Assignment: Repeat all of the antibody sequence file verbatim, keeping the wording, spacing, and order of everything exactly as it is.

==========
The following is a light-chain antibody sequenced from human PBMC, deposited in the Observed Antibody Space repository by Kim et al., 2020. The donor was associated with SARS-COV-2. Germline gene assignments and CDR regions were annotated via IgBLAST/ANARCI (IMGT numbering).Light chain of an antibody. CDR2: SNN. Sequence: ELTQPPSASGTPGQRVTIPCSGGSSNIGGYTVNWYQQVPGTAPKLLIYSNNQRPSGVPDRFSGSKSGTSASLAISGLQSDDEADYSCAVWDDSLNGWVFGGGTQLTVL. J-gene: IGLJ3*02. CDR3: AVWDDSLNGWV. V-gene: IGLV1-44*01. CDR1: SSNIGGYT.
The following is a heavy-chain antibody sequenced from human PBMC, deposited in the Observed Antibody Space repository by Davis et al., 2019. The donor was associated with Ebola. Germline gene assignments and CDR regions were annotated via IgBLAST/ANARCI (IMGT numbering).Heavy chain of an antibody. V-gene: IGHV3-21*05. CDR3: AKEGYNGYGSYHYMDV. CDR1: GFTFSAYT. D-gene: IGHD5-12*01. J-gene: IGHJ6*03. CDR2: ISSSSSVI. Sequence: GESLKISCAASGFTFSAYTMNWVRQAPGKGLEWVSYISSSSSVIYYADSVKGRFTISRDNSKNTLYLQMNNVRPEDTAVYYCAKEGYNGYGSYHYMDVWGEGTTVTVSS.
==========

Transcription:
The following is a light-chain antibody sequenced from human PBMC, deposited in the Observed Antibody Space repository by Kim et al., 2020. The donor was associated with SARS-COV-2. Germline gene assignments and CDR regions were annotated via IgBLAST/ANARCI (IMGT numbering).Light chain of an antibody. CDR2: SNN. Sequence: ELTQPPSASGTPGQRVTIPCSGGSSNIGGYTVNWYQQVPGTAPKLLIYSNNQRPSGVPDRFSGSKSGTSASLAISGLQSDDEADYSCAVWDDSLNGWVFGGGTQLTVL. J-gene: IGLJ3*02. CDR3: AVWDDSLNGWV. V-gene: IGLV1-44*01. CDR1: SSNIGGYT.
The following is a heavy-chain antibody sequenced from human PBMC, deposited in the Observed Antibody Space repository by Davis et al., 2019. The donor was associated with Ebola. Germline gene assignments and CDR regions were annotated via IgBLAST/ANARCI (IMGT numbering).Heavy chain of an antibody. V-gene: IGHV3-21*05. CDR3: AKEGYNGYGSYHYMDV. CDR1: GFTFSAYT. D-gene: IGHD5-12*01. J-gene: IGHJ6*03. CDR2: ISSSSSVI. Sequence: GESLKISCAASGFTFSAYTMNWVRQAPGKGLEWVSYISSSSSVIYYADSVKGRFTISRDNSKNTLYLQMNNVRPEDTAVYYCAKEGYNGYGSYHYMDVWGEGTTVTVSS.